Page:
Students set to enter the National University of Singapore (NUS) in August said its plans to increase tuition fees for the incoming cohort are reasonable but underscored that the hike should not be exorbitant so that university education would remain affordable.
Those Yahoo! Singapore spoke to added that the university must also ensure local students are placed as a priority.
NUS student and president of Kent Ridge Hall Nash Ng, 23, said he has no objection to the fee increase as long as the rationale behind it is reasonable and properly explained to students, and if policies are introduced to mitigate the effects of such an increase.
“If the increased is justified and communicated transparently to the students, with measures put into place to buffer its effects, then yeah, I would be receptive to it,” he said.
Ng told Yahoo! Singapore that in a meeting with about 50 student leaders on Wednesday evening, NUS Provost Tan Eng Chye said the fee hikes are necessary to maintain a “decent standard of education” in NUS, due to staffing concerns.
An email sent to some student leaders prior to the meeting had informed them beforehand that “the tuition fees for both undergraduates and graduate students will be revised”.
The university did not disclose the exact amount or percentage of the increase and when contacted a NUS spokesperson said, “NUS has had a cohort-based tuition fee structure since Academic Year 2008/2009. The tuition fees for Academic Year 2012/2013 will be announced in due course.”
It is understood that the proposal to raise tuition fees has been sent to the Ministry of Education (MOE) for evaluation but the university did not mention when this took place. It also did not say when the ministry will get back to them on this issue.
In January last year, all three of the country’s public universities – Singapore Management University, Nanyang Technological University and NUS – announced increases in tuition fees between three and six percent.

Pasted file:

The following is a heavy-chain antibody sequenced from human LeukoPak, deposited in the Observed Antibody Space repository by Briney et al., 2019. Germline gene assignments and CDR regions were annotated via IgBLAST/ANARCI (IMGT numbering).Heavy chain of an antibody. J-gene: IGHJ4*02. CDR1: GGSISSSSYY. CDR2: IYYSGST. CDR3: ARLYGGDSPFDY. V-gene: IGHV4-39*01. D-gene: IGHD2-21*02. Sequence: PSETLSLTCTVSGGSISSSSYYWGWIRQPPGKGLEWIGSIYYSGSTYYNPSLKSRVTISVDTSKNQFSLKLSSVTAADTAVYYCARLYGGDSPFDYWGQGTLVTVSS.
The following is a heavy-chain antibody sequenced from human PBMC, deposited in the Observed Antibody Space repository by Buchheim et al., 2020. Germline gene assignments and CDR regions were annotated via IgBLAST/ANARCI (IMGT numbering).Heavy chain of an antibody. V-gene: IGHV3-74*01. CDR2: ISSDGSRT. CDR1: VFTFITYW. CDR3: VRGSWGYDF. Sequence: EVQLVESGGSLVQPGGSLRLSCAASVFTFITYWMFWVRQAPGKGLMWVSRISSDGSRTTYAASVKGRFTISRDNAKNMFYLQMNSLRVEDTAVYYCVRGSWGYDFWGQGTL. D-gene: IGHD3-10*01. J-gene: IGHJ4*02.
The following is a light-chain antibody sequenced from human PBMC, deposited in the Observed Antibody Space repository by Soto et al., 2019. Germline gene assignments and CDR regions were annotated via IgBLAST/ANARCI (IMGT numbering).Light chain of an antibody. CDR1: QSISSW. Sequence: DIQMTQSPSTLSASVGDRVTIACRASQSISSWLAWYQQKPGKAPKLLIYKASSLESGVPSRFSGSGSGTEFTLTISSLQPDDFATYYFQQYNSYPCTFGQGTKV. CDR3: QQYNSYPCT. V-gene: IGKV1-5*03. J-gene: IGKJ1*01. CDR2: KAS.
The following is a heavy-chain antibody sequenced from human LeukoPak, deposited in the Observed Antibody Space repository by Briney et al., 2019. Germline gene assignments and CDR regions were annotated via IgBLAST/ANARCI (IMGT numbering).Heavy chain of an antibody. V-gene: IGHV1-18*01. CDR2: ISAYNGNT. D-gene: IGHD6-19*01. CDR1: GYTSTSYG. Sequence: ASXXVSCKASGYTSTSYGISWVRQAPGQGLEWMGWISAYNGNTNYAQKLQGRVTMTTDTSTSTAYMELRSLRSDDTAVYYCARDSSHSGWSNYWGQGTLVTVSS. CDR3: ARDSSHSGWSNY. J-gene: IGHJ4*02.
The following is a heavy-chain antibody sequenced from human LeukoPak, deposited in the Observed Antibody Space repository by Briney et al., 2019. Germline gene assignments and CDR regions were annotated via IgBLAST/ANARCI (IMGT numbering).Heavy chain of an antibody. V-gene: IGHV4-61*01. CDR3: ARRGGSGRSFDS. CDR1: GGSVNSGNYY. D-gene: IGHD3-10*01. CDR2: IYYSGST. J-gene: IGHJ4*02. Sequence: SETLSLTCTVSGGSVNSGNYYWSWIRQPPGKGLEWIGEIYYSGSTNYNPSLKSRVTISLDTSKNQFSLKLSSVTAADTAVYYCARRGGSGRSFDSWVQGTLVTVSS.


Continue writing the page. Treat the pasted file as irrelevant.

NUS itself raised fees by four percent which means that a student studying at the arts and social sciences faculty in academic year 2011 would have to pay $7,170. This was an increase of $280 from the previous tuition fee of $6,890 in 2010.
Sharing the same sentiment, Lee Min Shing, 21, who is waiting enrollment into NUS School of Design and Environment in August this year, feels that the increase in tuition fees will have to happen. “This raise is inevitable because of the rising costs of education, and we have to take into account inflation, too,” he said.
However, he added that the raise should not be too exorbitant, as “local students have to be put first, and education should still be affordable”.
Still, some students due to enroll in NUS in August this year are confused whether the plans to increase tuition fees would be applicable to them.
Those who applied in 2010 but have had to defer their studies due to National Service (NS) are unclear if they would be affected by the fee increase.
Chua Yao An, 20, who deferred his university entry to 2012 due to NS said, “I think it’s (fee increase) not so bad, since NUS fees are comparatively lower than other foreign universities for a similar quality of education¬. But I heard that NUS promised not to increase fees for NS guys and use the fee benchmark where we got our acceptance two years ago, so I’m not sure if it applies to me.”
Student leaders present at the meeting also said that instead of talking about tuition fee increase, the Provost addressed the issue of increasing financial aid for NUS. The fee hike was only brought up during the question and answer session, after the dialogue.
Nash Ng said, “My guess is that financial aid is inextricably linked to fee hike. If there is going to be a fee hike, there needs to be measures to take care of students who fall though the system.”
Meanwhile both NTU and SMU said that tuition fee adjustments, if any, will be announced in due course.